Negative Energy Plane
The Bottom of the Multiverse. The Cold Land. The Great Void. Death.
The Plane of Negative Energy holds many names, each accurate in its own way. Where the Positive Energy Plane is the wellspring from which all life comes, this is the pit into which it drains. Where Positive brings order, Negative brings disorder. Where Positive brings creation, Negative brings dissolution. This space is a threat to all that lives, and a paradise to all that does not.
Like each of the inner planes, the nature of the Negative Energy Plane is essentially defined by the energy that suffuses and comprises it. Obviously, there are no native living beings here in the traditional sense, though this isn't to say the plane is empty. It has its own ecosystem of a sort, though it's a cold, unchanging one. There are living beings of a sort, an interest and a mystery to planar biologists for ages. From the microscopic organisms that inflict sickness and rot across the multiverse, to the very basic blackball and trilloch, to the ever-curious xeg-yi, up to the nightshade — considered the apex predator of Negative. Even some otherwise-mortal beings have somehow managed to adapt to the plane over ages of exposure without death; while lifeless in a strict sense, the plane is far from inactive in the sense of, say, Vacuum.
Undead often find themselves gravitating to this plane as well, their very existence fueled by the substance that makes them up; and unlike living beings within Positive, undead are at no thread of overload here, for their physical substance is already essentially saturated with the Negative in a way very dissimilar to the Positive that allows for life; where living beings generate and respond to positive, undead are simply driven by it and can only hold so much within their forms before no further will enter. From mindless skeletons and zombies called here by instincts they can't comprehend all the way to demiliches seeking to better understand the nature of death, undead of all varieties can and have made their way here, and even in places established settlements of a sort; Deathheart (née Heart of the Void), a former mortal colony since occupied by the undead, is an illustrative example of such.
Unfortunately, living beings are not so protected. Indeed, life is utterly anathema on Negative, and is quickly snuffed out by the energies of the plane.  Further, obviously, there is no air upon the plane, nor light; any travelers must bring their own, though they'll find lighting their way difficult here. All this can likely be assumed by most, but the effects of such massive concentrations of negative energy are less commonly known, encountered so rarely outside this plane as such concentrations are. All senses are dulled in Negative, not merely sight: sound is muffled, scent and taste are nearly absent, and touch feels as though a person is a bit numb. Finally, there's always a dull chill upon the plane as well; not enough to freeze, or even injure on its own, but enough that a person can never seem to feel warm no matter what efforts they take. And of course, nonliving objects aren't immune from the entropic effects of Negative, eventually crumbling to nothing if not protected. Movement, at least, is simple; as with most immaterial Inner Planes, motion in the plane is by pure will, directing ones personal gravity as needed to navigate.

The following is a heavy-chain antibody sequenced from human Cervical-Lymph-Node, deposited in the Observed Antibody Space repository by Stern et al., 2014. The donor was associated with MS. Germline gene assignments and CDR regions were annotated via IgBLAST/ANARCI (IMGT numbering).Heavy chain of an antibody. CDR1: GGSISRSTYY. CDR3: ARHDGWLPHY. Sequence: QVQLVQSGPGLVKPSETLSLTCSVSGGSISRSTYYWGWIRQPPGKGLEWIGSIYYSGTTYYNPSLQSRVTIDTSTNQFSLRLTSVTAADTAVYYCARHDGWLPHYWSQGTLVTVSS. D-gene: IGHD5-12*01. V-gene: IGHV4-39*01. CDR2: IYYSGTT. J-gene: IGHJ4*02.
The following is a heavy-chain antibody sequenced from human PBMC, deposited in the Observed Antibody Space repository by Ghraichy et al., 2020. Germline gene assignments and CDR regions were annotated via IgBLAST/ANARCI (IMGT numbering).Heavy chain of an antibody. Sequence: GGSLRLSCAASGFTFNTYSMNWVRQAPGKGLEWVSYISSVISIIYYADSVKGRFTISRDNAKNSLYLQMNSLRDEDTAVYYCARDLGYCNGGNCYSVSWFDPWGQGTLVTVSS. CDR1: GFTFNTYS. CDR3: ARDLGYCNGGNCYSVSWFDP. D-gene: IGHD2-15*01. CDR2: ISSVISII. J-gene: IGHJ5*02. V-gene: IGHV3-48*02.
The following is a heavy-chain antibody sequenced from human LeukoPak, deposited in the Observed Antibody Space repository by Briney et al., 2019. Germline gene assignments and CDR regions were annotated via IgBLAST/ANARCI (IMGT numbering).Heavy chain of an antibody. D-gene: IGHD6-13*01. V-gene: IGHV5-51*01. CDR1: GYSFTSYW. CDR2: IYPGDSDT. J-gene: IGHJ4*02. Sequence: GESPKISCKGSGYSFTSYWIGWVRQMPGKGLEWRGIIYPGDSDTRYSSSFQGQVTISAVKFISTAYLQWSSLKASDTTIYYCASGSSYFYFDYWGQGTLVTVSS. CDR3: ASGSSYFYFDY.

Some portions of Negative, naturally, are even worse, the energy of the plane condensing through yet-unknown processes into seemingly-solid "matter". Thus the formation of voidstones, somehow visible in a way even against the darkness of the plane as an utter sinkhole of light. These objects are akin to natural spheres of annihilation (and in fact are a key to their creation), though not quite as deadly. However, they're also more dangerous in that they do not have woven into them the enchantments that allow for control, instead simply drifting by the currents of energy within Negative. In some regions they seem to congregate in vast patches, and most are wise enough to avoid such areas even among natives, for even locals would find themselves destroyed by such pure, concentrated entropy.